“It has become more expensive to do this,” Dale says.
A number of construction worker categories, including bricklayers, carpenters and joiners and electricians, are on the list of occupations for the ‘medium term’ temporary skills shortage visa, the 482 class visa.
Dale says builders acknowledge there is a slowdown of construction work on the east coast, but says certain jobs will be in short supply even as some parts of the housing market slow down.
“We have 12-15 years of our own survey evidence that shows even in a downturn, bricklayers and ceramic tilers remain in shortage,” he says.
Across a range of small businesses, skills shortages are a common concern. The most recent ‘Canary in the Coalmine’ report from Prushka Fast Debt Recovery, released last week, found 16 per cent of small businesses said shortage of talent had stopped them growing in the past year.
Labour market reports from the department of jobs and small business show that in 2018, 36 per cent of construction vacancies were filled in Victoria and there were 0.6 qualified applicants per vacancy.
In New South Wales, 38 per cent of vacancies were filled and there was 0.5 qualified candidates per advertised vacant job on average.
A Labor Party spokesperson said its policy on skilled worker visas was aimed at preventing overseas workers from being paid less than local workers, with four out of five skilled visas granted where there was no recognised skills shortage.
The visa system would continue to operate to address genuine skills shortages, the party said.
“Labor believes there is no excuse for a skills shortage to last one day longer that it takes to train an Australian to do that job – especially if a particular industry is booming – and we’ll train local workers with our plans to invest in TAFE and higher education,” the spokesperson said.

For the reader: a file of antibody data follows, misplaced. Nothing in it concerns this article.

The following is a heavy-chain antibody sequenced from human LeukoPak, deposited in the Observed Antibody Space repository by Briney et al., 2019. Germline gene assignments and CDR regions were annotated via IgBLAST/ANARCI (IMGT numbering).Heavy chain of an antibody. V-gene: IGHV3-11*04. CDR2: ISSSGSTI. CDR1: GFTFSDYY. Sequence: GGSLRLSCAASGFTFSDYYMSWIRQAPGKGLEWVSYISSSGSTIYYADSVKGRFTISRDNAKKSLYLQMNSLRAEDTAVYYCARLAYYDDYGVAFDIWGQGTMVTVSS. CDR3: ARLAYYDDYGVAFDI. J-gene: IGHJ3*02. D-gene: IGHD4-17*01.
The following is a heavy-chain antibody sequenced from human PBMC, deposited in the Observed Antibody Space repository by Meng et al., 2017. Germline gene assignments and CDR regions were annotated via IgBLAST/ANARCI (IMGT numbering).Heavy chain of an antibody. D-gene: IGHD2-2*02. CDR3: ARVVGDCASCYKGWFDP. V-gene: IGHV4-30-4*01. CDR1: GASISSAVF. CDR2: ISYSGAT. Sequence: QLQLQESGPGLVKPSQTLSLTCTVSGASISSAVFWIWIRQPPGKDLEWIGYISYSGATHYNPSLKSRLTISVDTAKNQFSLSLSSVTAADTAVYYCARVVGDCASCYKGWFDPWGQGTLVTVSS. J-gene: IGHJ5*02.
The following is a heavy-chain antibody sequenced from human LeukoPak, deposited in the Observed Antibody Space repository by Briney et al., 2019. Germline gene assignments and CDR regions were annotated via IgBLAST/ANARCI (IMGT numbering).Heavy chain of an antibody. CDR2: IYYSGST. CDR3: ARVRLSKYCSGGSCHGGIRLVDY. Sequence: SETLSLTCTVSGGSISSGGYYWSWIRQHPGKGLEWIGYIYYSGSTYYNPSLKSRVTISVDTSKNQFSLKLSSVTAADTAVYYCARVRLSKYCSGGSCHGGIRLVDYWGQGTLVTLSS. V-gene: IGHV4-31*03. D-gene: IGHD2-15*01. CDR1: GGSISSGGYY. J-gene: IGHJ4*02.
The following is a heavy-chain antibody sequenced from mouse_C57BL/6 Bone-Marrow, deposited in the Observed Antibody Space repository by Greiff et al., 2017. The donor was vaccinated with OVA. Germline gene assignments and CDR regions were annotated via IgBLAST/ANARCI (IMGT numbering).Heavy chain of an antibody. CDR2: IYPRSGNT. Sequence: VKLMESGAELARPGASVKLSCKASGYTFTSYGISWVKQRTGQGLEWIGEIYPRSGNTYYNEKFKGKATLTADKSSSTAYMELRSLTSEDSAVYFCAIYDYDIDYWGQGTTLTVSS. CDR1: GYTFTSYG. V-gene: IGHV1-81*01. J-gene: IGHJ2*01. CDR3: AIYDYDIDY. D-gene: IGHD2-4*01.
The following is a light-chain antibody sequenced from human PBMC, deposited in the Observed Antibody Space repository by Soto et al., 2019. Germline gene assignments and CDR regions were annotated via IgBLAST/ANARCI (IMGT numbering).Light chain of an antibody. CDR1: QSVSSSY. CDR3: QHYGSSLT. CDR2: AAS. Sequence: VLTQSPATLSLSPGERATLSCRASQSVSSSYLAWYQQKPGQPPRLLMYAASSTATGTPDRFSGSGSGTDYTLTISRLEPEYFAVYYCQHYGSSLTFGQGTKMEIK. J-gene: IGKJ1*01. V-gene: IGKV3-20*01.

Apprentices also costing resources
The struggle to find talent is occurring as building companies pour resources into finding and keeping apprentices, Dale says.
Master Builders Australia has talent front of mind too, arguing the incoming government must work to deliver 300,000 skilled construction workers in the next five years to meet demand.
The major parties have both pledged to overhaul apprenticeships and training in competing policy announcements.
Labor has committed to a $1 billion policy suite to roll out in years to come including incentives for 150,000 apprentices in areas deemed to have skills shortages.
On Friday, the Liberal party pledged $60 million in a wage subsidies program to encourage apprentices to take up in-demand jobs in with a focus on regional areas.
Follow MySmallBusiness on Twitter, Facebook and LinkedIn.
Emma is the small business reporter for The Age and Sydney Morning Herald based in Melbourne.